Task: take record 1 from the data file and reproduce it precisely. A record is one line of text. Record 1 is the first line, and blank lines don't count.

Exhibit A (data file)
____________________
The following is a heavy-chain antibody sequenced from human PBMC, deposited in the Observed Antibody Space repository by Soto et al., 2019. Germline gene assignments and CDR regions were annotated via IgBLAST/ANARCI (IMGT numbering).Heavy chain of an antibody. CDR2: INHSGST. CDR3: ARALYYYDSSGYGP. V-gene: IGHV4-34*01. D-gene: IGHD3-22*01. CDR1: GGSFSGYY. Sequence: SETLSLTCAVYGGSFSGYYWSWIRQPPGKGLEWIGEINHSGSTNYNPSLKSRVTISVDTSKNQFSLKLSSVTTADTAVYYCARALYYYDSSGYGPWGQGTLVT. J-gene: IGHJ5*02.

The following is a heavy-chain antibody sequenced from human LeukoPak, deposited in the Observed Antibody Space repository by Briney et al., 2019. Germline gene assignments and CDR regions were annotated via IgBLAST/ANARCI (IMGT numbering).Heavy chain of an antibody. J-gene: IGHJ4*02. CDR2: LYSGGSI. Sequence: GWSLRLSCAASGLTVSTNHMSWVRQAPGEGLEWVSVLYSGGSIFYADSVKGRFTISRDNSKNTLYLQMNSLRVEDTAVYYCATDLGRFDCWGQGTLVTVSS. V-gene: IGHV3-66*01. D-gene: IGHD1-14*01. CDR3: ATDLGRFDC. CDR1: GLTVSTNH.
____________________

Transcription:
The following is a heavy-chain antibody sequenced from human PBMC, deposited in the Observed Antibody Space repository by Soto et al., 2019. Germline gene assignments and CDR regions were annotated via IgBLAST/ANARCI (IMGT numbering).Heavy chain of an antibody. CDR2: INHSGST. CDR3: ARALYYYDSSGYGP. V-gene: IGHV4-34*01. D-gene: IGHD3-22*01. CDR1: GGSFSGYY. Sequence: SETLSLTCAVYGGSFSGYYWSWIRQPPGKGLEWIGEINHSGSTNYNPSLKSRVTISVDTSKNQFSLKLSSVTTADTAVYYCARALYYYDSSGYGPWGQGTLVT. J-gene: IGHJ5*02.